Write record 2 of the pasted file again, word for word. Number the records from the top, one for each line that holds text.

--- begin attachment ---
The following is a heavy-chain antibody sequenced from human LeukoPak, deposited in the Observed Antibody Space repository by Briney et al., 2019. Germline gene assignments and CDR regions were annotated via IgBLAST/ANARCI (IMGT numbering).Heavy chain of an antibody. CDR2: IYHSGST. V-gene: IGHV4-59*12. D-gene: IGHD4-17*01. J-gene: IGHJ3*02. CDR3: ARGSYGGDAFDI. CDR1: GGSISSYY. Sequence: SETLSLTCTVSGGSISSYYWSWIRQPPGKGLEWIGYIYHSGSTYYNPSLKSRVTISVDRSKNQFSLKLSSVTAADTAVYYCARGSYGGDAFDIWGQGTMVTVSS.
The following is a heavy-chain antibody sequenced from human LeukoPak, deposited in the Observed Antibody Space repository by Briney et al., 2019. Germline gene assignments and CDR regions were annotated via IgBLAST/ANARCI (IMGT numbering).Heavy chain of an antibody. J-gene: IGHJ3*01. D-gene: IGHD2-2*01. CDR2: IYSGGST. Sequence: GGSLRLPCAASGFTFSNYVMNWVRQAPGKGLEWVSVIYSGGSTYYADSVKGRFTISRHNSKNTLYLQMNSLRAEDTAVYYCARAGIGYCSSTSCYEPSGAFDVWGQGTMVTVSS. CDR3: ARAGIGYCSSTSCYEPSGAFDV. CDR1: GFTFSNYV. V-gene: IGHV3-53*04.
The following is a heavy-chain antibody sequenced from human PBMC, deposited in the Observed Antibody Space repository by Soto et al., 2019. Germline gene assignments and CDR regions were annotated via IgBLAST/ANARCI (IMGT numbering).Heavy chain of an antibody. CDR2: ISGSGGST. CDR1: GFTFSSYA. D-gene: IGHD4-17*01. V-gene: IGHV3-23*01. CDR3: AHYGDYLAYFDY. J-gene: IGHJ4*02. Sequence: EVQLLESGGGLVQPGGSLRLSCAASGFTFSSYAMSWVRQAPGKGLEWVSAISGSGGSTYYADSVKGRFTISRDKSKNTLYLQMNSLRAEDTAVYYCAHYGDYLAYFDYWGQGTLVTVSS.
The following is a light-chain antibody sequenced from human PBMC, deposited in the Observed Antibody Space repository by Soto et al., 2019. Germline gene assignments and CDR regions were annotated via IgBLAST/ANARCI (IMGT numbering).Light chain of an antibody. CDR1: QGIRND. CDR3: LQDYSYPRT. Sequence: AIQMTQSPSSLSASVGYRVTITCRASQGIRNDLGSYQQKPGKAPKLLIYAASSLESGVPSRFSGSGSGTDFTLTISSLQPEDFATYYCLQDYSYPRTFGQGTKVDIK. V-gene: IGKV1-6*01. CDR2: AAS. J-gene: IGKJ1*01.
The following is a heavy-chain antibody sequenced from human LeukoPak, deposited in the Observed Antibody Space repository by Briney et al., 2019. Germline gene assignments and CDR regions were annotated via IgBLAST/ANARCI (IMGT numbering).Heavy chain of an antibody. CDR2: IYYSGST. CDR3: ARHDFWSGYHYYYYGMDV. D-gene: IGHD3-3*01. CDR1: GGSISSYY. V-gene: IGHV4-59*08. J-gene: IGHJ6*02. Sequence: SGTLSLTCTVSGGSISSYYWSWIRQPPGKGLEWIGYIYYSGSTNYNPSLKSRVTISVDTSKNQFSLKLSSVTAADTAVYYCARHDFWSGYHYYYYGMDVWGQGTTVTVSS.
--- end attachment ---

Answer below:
The following is a heavy-chain antibody sequenced from human LeukoPak, deposited in the Observed Antibody Space repository by Briney et al., 2019. Germline gene assignments and CDR regions were annotated via IgBLAST/ANARCI (IMGT numbering).Heavy chain of an antibody. J-gene: IGHJ3*01. D-gene: IGHD2-2*01. CDR2: IYSGGST. Sequence: GGSLRLPCAASGFTFSNYVMNWVRQAPGKGLEWVSVIYSGGSTYYADSVKGRFTISRHNSKNTLYLQMNSLRAEDTAVYYCARAGIGYCSSTSCYEPSGAFDVWGQGTMVTVSS. CDR3: ARAGIGYCSSTSCYEPSGAFDV. CDR1: GFTFSNYV. V-gene: IGHV3-53*04.